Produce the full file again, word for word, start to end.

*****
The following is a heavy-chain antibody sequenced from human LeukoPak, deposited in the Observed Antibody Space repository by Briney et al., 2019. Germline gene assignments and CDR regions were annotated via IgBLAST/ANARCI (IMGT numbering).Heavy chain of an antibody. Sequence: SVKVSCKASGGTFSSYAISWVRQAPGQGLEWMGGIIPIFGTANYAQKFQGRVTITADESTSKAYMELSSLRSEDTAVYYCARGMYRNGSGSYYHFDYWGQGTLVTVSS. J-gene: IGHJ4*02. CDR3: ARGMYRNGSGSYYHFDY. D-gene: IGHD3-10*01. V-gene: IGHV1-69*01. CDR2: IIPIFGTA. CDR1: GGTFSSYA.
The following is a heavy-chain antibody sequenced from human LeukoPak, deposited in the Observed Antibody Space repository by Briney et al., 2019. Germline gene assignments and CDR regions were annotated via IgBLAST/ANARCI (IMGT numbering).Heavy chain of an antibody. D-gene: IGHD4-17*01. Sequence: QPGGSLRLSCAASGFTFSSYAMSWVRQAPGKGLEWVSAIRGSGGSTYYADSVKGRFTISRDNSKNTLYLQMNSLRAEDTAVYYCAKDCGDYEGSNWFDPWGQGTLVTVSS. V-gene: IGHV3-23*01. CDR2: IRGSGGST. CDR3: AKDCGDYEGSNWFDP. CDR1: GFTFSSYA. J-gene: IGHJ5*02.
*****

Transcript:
The following is a heavy-chain antibody sequenced from human LeukoPak, deposited in the Observed Antibody Space repository by Briney et al., 2019. Germline gene assignments and CDR regions were annotated via IgBLAST/ANARCI (IMGT numbering).Heavy chain of an antibody. Sequence: SVKVSCKASGGTFSSYAISWVRQAPGQGLEWMGGIIPIFGTANYAQKFQGRVTITADESTSKAYMELSSLRSEDTAVYYCARGMYRNGSGSYYHFDYWGQGTLVTVSS. J-gene: IGHJ4*02. CDR3: ARGMYRNGSGSYYHFDY. D-gene: IGHD3-10*01. V-gene: IGHV1-69*01. CDR2: IIPIFGTA. CDR1: GGTFSSYA.
The following is a heavy-chain antibody sequenced from human LeukoPak, deposited in the Observed Antibody Space repository by Briney et al., 2019. Germline gene assignments and CDR regions were annotated via IgBLAST/ANARCI (IMGT numbering).Heavy chain of an antibody. D-gene: IGHD4-17*01. Sequence: QPGGSLRLSCAASGFTFSSYAMSWVRQAPGKGLEWVSAIRGSGGSTYYADSVKGRFTISRDNSKNTLYLQMNSLRAEDTAVYYCAKDCGDYEGSNWFDPWGQGTLVTVSS. V-gene: IGHV3-23*01. CDR2: IRGSGGST. CDR3: AKDCGDYEGSNWFDP. CDR1: GFTFSSYA. J-gene: IGHJ5*02.